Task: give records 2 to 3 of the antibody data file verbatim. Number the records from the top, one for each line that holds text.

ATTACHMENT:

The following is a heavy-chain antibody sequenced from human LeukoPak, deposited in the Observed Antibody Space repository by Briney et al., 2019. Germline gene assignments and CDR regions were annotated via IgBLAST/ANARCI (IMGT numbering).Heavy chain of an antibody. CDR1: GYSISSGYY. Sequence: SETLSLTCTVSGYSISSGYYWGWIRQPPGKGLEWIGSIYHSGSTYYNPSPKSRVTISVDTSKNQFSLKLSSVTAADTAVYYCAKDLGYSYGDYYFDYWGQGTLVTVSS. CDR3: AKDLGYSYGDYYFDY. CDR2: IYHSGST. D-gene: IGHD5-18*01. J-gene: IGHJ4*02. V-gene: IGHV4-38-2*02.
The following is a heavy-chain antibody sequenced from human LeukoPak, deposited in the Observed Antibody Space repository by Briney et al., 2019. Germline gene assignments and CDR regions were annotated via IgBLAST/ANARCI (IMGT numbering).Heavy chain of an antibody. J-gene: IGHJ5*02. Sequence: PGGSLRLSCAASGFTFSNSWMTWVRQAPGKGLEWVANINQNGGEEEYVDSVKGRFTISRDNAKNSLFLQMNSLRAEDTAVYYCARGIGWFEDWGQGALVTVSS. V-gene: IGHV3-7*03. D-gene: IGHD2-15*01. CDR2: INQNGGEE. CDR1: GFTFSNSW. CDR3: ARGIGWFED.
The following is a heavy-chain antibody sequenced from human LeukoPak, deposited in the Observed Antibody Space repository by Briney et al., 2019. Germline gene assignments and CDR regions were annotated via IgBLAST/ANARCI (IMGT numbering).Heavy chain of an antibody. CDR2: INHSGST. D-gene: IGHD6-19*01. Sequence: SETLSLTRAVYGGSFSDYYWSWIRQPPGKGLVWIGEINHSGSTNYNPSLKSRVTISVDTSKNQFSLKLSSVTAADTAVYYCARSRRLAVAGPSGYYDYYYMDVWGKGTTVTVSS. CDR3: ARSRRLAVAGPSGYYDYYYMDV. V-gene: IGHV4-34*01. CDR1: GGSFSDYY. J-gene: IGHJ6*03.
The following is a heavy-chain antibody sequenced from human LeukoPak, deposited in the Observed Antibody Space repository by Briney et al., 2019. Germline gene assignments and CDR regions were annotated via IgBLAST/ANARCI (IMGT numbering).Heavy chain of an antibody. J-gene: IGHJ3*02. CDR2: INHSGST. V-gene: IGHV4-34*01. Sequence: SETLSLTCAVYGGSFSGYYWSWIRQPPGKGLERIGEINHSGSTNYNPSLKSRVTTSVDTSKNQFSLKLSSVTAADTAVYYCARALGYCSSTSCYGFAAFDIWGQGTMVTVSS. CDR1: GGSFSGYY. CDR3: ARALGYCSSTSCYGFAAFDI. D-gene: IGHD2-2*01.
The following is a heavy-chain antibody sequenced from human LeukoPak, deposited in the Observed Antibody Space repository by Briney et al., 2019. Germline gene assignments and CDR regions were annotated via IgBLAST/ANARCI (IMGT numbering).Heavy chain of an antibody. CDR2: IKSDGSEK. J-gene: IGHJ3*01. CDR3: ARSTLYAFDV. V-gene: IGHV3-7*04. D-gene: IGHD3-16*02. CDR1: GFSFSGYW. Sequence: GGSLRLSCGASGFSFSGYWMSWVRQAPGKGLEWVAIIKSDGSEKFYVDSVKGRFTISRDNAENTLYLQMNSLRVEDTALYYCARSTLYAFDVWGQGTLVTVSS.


The following is a heavy-chain antibody sequenced from human LeukoPak, deposited in the Observed Antibody Space repository by Briney et al., 2019. Germline gene assignments and CDR regions were annotated via IgBLAST/ANARCI (IMGT numbering).Heavy chain of an antibody. J-gene: IGHJ5*02. Sequence: PGGSLRLSCAASGFTFSNSWMTWVRQAPGKGLEWVANINQNGGEEEYVDSVKGRFTISRDNAKNSLFLQMNSLRAEDTAVYYCARGIGWFEDWGQGALVTVSS. V-gene: IGHV3-7*03. D-gene: IGHD2-15*01. CDR2: INQNGGEE. CDR1: GFTFSNSW. CDR3: ARGIGWFED.
The following is a heavy-chain antibody sequenced from human LeukoPak, deposited in the Observed Antibody Space repository by Briney et al., 2019. Germline gene assignments and CDR regions were annotated via IgBLAST/ANARCI (IMGT numbering).Heavy chain of an antibody. CDR2: INHSGST. D-gene: IGHD6-19*01. Sequence: SETLSLTRAVYGGSFSDYYWSWIRQPPGKGLVWIGEINHSGSTNYNPSLKSRVTISVDTSKNQFSLKLSSVTAADTAVYYCARSRRLAVAGPSGYYDYYYMDVWGKGTTVTVSS. CDR3: ARSRRLAVAGPSGYYDYYYMDV. V-gene: IGHV4-34*01. CDR1: GGSFSDYY. J-gene: IGHJ6*03.